View Full Version : Axis resolution advice
22-09-2010, 03:40 PM
I am wondering what you guys do condsidering resolution when building a laser cutting or similar router type machine. I wish to cut normal modelling parts, wing ribs etc. but certianly don't want to scrimp on the accuracy. I was going to gear the steppers to give me 0.02mm movement per microstep. Is this ball park ?
22-09-2010, 05:15 PM
A microstep being what?
Stepper accuracy under load goes a bit pie in the sky when you go beyond half step.
OTOH stepper smoothness goes way up as you increase resolution by microstepping.
OTOOH what are your screws rated at backlash-wise?
22-09-2010, 05:45 PM
I'm using Gecko drivers, so a microstep is 1/10th of a normal step.
I am going to use toothed belts, so my design choices are belt pitch, reduction before main drive belt, and main drive belt pulley. Steppers are 1.8 degree per step.
So you think I should base the resolution on half steps ? So lets say I want accuracy down to 0.05mm I just make each half step equal this ?
22-09-2010, 10:39 PM
if you are using belt drive, you need to take torque requirements into account as these will dictate the main drive pulley sizing and reduction ratios. if you work to 1/2step resolution than you wont go wrong... you can still use microstepping to smooth the motion...
22-09-2010, 11:30 PM
So lets say I want accuracy down to 0.05mm I just make each half step equal this ?
50 microns probably requires an iron machine rather than aluminium and certainly not MDF :eek:
Why not find someone who has built a similar machine to the one you have planned and ask them what tolerance they can get out of it?
I don't have a laser or a router, I have a mill. FWIW I quarter step to 5 microns and hope for 10 :smile:
23-09-2010, 12:15 AM
True Robin, I think Cam is confusing resolution with accuracy. To be accurate to 0.1mm you need to resolve to something better, 0.05mm being an obvious one, ideally better than that. For a router cutting wood, 0.2mm is probably accuracy enough, needing 0.1 or better resolution. You'll never be as accurate as the lowest resolution you can maintain. So if you want 0.05mm accuracy then you need a 1/2step of 0.025mm or better. However that is just the accuracy of the drive train. Once you allow for backlash, flex of the supporting environment (even without cutting forces the mechanics will flex as they move), etc. your accuracy will suffer...
For a model wing rib, 0.25mm accuracy should be good enough, so 1/2 step resolution to 0.05mm plus some flex allowance should get you close...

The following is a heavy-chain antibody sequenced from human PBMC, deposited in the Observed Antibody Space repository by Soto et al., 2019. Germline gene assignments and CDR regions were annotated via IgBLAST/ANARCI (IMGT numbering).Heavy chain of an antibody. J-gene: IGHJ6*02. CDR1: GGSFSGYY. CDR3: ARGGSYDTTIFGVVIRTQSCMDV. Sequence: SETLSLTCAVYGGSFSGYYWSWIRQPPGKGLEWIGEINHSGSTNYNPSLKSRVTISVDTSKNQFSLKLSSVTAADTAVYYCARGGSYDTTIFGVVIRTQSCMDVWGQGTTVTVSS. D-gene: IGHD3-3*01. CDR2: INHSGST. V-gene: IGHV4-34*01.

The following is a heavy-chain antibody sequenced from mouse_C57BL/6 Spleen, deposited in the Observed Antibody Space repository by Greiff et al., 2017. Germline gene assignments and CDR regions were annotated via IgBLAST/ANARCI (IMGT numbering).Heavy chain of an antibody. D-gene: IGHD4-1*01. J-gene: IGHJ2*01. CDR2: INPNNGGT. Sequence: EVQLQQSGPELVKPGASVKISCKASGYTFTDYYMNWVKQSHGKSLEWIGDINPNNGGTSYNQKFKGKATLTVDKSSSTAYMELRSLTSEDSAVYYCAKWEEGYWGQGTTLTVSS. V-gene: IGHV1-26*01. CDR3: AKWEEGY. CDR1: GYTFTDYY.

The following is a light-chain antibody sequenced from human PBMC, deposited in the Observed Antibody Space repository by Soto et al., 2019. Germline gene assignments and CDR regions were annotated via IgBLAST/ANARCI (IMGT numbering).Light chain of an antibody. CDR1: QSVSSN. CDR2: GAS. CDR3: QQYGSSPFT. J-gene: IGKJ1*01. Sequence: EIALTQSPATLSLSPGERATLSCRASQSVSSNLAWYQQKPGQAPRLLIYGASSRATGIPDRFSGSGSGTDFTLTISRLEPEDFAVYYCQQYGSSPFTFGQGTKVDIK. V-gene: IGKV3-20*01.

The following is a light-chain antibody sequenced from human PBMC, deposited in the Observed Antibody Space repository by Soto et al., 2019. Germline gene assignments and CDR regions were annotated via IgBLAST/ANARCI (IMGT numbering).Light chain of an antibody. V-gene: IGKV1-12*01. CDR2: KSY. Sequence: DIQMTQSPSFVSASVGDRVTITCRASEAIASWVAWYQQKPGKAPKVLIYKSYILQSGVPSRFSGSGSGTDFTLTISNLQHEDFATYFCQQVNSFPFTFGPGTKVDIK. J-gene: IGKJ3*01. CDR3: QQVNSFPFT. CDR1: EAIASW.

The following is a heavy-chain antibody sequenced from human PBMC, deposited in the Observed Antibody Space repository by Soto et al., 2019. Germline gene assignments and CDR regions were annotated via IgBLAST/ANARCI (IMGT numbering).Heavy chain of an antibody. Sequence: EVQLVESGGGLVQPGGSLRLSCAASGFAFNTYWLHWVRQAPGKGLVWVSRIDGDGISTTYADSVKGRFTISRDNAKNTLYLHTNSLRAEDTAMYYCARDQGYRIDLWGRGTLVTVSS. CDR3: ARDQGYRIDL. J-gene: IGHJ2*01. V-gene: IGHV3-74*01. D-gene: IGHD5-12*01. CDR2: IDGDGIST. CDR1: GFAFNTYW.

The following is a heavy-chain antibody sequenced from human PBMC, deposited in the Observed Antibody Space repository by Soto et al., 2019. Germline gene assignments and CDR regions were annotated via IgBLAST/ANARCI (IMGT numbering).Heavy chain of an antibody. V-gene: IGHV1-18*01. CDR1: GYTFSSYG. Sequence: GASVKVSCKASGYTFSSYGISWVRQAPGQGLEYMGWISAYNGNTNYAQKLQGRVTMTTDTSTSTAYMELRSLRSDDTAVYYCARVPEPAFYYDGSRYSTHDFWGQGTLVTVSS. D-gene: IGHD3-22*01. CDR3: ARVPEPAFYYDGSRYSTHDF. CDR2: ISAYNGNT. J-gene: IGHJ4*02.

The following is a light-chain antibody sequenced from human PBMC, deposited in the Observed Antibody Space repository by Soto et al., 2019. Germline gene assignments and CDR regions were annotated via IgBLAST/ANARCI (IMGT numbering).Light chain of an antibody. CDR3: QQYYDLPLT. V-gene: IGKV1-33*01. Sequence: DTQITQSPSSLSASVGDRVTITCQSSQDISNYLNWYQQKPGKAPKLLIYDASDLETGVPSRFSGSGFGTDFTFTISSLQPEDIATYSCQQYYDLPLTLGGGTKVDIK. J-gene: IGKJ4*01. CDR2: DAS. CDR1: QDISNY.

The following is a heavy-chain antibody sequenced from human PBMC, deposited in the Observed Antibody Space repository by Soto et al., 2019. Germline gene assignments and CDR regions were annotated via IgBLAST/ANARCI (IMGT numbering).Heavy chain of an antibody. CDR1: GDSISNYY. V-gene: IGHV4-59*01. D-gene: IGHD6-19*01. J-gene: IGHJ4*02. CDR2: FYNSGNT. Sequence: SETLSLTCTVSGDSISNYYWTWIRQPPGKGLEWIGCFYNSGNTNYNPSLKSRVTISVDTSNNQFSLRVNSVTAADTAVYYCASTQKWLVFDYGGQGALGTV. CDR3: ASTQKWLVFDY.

23-09-2010, 12:49 AM
I think Cam is confusing resolution with accuracy. To be accurate to 0.1mm you need to resolve to something better
This is exactly what I was driving at, I just missed the terminology by a mile. To re-phrase I wanted to know what sort of ratio you give between resolution and desired accuracy. From what you are saying double is OK a little more is better (5x), but a lot more (x10?) will be lost in the machine.
When I posted I was thinking an order or magnitude, i.e. 10 fold between the two but back then I was also considering microstepping. That said although my understanding has improved very considerably my gear ratio is going to be very similar, rather good luck ! This because I have reduced to considering half stepping as the smallest finite usable resolution, but also lowered my resolution to accuracy ratio.
I have looked in to other peoples machines which is probably why I ended up at more or less the right ratio even if it was for the wrong reasons. I just wanted to check they had done there homework correctly, no point copying a bad design :)
For the record the machine will be ally, hopefully quite rigid, no unsupported rail, a router was only and after thought it will primarily be a laser cutter so no cutting loads.
Thanks for all the help, very useful.
23-09-2010, 04:38 PM
One last tip, avoid tiny pulleys when microstepping.
Big fat pulleys are a lot more forgiving with regard to belt tension.
23-09-2010, 06:10 PM
Thanks again guys, hopefully on the right track now.
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